FAILURE to secure permission to build on protected land could cost county bosses £60,000 – with the possibility of further costs piled on top.

Durham County Council has been defending its plans to build a car park for staff and councillors on the Sands, in Durham City, as part of its multi-million pound development of a new riverside HQ.

Giving evidence to an independent government inspector, local authority chiefs admitted being turned down could land them with a five figure redesign bill, but would not be drawn on the potential for further financial hits.

Mike Allum, the county council’s spatial policy manager, said: “It is a small proportion of the overall development costs.

“But it should also be noted that £60,000 is the cost of the redesign, the planning application that would be required to move the storage tank, etc.

“Then there would be the actual physical construction costs, which may be different, because of the new location – £60,000 is for the redesign and there would be other costs on top of that, but I’m not aware what the details of those would be.”

Mr Allum was speaking on Wednesday, at the second day of the public inquiry into Durham County Council’s application to strip a portion of the Sands site of its ‘common land’ status to make way for a planned 60-space car park.

The inquiry, which is being held by videolink and broadcast via YouTube, started on Tuesday, and will be adjourned for the week of local elections before it concludes in May.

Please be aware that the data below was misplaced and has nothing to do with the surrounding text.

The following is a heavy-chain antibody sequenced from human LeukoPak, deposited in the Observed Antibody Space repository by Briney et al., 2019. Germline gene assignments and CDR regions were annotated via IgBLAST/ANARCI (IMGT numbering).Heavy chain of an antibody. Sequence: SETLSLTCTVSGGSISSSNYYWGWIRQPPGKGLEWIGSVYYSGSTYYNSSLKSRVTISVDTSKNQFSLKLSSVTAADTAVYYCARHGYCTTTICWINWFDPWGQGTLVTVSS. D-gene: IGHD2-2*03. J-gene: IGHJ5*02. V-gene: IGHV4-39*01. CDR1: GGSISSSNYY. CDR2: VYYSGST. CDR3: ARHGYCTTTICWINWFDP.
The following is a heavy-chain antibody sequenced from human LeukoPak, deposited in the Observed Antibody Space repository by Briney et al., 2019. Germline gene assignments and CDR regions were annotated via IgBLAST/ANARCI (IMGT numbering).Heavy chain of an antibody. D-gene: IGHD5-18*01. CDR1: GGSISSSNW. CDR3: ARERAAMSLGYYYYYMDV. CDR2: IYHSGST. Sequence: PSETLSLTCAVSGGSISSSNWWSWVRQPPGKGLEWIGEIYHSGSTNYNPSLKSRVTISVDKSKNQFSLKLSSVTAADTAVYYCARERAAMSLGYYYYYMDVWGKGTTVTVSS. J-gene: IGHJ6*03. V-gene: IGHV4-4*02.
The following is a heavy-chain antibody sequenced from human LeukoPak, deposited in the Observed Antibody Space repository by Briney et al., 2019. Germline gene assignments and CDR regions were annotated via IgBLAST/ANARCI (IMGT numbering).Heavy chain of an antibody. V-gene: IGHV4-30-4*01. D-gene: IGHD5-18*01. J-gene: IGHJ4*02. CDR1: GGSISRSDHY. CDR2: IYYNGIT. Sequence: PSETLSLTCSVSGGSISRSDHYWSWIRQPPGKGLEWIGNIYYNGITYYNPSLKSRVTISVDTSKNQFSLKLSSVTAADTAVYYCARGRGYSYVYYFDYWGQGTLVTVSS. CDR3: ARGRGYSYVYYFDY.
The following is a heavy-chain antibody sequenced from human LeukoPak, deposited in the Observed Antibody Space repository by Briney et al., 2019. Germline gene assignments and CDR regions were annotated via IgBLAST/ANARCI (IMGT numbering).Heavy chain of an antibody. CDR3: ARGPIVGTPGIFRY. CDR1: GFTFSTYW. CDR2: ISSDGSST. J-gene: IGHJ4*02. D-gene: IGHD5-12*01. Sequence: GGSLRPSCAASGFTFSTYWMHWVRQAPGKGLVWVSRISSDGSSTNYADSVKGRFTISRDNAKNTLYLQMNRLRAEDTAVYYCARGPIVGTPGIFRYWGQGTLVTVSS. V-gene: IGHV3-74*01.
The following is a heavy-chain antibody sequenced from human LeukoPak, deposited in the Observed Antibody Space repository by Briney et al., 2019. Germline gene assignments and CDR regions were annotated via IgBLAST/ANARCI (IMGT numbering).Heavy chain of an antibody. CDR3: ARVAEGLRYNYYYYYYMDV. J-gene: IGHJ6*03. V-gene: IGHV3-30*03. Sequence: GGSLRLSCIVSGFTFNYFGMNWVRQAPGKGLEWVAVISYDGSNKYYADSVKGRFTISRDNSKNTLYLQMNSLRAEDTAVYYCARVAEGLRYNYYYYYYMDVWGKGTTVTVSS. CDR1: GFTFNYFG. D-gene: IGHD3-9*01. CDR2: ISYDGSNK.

The Northern Echo: The designs for Durham County Council's new headquarters on the Sands car park, Durham

Nicola Allen, a planning law specialist acting for the City of Durham Parish Council and the Durham City Freemen, questioned why the council would not have a more accurate assessment of potential extra costs, given the ‘risk’ its application to strip of land of protected status could be rejected. She also queried the local authority’s ‘commitments to the green agenda’, given its insistence on building a car park for its new HQ.

She added: “[The council has] made significant investments in park and ride and it has given planning permission for large employers to locate close to this site, for example the Passport Office, with no requirement for parking.

“Why is it that this council says council staff have to be able to park close to the site and it will be inconvenient if they don’t?”